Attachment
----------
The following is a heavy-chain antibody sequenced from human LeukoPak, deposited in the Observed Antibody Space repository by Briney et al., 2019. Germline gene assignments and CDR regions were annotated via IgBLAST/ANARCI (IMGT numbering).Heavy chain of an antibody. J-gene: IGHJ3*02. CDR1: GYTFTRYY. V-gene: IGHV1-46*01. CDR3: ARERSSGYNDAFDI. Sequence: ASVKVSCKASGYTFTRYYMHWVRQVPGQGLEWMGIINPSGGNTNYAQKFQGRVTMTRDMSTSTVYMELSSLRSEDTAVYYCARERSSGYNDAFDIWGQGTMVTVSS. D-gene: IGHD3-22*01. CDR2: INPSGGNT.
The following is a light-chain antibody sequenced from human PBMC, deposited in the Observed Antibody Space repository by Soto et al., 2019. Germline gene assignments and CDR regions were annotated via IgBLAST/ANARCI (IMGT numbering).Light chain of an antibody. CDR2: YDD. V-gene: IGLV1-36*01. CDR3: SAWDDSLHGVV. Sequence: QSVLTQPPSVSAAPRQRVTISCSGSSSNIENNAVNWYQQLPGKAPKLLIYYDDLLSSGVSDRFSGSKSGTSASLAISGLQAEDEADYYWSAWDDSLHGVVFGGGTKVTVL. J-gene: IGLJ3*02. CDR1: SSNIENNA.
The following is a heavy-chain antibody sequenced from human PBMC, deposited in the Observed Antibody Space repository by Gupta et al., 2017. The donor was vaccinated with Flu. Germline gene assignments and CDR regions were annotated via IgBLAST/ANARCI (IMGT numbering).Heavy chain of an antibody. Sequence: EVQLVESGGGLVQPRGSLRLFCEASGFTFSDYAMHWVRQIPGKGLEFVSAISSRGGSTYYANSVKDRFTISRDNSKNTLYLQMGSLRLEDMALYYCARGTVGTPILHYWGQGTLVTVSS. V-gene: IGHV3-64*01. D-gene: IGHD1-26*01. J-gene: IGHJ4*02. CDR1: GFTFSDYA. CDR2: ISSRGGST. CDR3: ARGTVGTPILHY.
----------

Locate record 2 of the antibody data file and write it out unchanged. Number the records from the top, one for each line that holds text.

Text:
The following is a light-chain antibody sequenced from human PBMC, deposited in the Observed Antibody Space repository by Soto et al., 2019. Germline gene assignments and CDR regions were annotated via IgBLAST/ANARCI (IMGT numbering).Light chain of an antibody. CDR2: YDD. V-gene: IGLV1-36*01. CDR3: SAWDDSLHGVV. Sequence: QSVLTQPPSVSAAPRQRVTISCSGSSSNIENNAVNWYQQLPGKAPKLLIYYDDLLSSGVSDRFSGSKSGTSASLAISGLQAEDEADYYWSAWDDSLHGVVFGGGTKVTVL. J-gene: IGLJ3*02. CDR1: SSNIENNA.